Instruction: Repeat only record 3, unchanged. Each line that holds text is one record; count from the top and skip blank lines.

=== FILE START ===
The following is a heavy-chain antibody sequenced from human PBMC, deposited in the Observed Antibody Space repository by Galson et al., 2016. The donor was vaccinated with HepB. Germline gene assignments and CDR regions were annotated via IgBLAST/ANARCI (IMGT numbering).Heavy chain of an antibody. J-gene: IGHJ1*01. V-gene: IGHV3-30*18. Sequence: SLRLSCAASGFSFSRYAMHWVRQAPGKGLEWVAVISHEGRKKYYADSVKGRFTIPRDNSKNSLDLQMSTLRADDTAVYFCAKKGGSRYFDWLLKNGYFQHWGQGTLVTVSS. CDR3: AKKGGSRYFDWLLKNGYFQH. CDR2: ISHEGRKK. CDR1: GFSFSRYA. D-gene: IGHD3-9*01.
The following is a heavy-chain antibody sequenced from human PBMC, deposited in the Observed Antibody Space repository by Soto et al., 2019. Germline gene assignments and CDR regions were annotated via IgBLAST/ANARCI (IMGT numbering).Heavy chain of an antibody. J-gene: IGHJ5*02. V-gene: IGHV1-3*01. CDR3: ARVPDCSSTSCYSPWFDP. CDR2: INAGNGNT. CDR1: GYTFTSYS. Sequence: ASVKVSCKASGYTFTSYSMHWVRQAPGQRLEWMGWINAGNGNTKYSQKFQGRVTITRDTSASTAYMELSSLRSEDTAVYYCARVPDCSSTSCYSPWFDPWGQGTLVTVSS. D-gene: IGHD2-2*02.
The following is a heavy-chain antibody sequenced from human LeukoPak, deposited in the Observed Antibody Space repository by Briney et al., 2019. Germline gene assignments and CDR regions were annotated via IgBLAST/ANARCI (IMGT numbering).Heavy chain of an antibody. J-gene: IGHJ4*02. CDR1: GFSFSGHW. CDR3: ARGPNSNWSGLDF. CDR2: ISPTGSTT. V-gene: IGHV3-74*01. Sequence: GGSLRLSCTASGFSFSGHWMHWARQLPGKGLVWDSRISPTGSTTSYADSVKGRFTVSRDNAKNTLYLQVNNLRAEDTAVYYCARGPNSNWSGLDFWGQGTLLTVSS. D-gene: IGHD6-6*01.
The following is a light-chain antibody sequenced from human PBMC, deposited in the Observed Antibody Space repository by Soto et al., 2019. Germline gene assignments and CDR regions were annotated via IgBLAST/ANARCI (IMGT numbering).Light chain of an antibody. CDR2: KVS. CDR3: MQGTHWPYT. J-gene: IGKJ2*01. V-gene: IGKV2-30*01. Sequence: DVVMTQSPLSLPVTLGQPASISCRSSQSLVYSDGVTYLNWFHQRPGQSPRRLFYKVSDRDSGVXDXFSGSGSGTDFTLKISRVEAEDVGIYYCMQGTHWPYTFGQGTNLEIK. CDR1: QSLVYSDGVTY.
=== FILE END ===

The following is a heavy-chain antibody sequenced from human LeukoPak, deposited in the Observed Antibody Space repository by Briney et al., 2019. Germline gene assignments and CDR regions were annotated via IgBLAST/ANARCI (IMGT numbering).Heavy chain of an antibody. J-gene: IGHJ4*02. CDR1: GFSFSGHW. CDR3: ARGPNSNWSGLDF. CDR2: ISPTGSTT. V-gene: IGHV3-74*01. Sequence: GGSLRLSCTASGFSFSGHWMHWARQLPGKGLVWDSRISPTGSTTSYADSVKGRFTVSRDNAKNTLYLQVNNLRAEDTAVYYCARGPNSNWSGLDFWGQGTLLTVSS. D-gene: IGHD6-6*01.